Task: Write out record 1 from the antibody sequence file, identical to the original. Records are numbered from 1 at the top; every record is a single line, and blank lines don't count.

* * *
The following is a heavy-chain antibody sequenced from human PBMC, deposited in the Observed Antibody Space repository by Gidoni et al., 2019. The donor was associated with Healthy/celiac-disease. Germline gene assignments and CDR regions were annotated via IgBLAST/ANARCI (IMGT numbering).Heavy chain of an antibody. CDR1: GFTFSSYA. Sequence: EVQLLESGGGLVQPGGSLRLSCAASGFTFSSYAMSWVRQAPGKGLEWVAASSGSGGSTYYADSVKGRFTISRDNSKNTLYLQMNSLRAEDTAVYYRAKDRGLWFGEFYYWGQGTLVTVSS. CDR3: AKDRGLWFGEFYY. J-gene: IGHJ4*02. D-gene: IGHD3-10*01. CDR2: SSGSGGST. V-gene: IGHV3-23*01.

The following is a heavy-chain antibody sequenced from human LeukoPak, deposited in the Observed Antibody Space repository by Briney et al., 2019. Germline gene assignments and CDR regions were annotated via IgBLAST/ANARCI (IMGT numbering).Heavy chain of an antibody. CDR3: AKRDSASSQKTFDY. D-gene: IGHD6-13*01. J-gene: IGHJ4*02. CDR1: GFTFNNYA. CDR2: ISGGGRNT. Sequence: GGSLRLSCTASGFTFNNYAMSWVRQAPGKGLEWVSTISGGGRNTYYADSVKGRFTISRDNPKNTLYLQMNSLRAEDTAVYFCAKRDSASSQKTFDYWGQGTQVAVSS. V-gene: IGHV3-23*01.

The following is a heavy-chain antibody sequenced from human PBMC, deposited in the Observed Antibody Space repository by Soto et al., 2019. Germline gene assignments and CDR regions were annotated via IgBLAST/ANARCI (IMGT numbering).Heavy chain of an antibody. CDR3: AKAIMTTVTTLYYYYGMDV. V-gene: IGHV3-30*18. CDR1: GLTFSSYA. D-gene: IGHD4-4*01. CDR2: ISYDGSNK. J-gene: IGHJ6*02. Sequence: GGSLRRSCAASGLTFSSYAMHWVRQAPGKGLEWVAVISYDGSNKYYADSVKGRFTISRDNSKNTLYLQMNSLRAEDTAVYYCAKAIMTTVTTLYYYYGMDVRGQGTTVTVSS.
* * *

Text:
The following is a heavy-chain antibody sequenced from human PBMC, deposited in the Observed Antibody Space repository by Gidoni et al., 2019. The donor was associated with Healthy/celiac-disease. Germline gene assignments and CDR regions were annotated via IgBLAST/ANARCI (IMGT numbering).Heavy chain of an antibody. CDR1: GFTFSSYA. Sequence: EVQLLESGGGLVQPGGSLRLSCAASGFTFSSYAMSWVRQAPGKGLEWVAASSGSGGSTYYADSVKGRFTISRDNSKNTLYLQMNSLRAEDTAVYYRAKDRGLWFGEFYYWGQGTLVTVSS. CDR3: AKDRGLWFGEFYY. J-gene: IGHJ4*02. D-gene: IGHD3-10*01. CDR2: SSGSGGST. V-gene: IGHV3-23*01.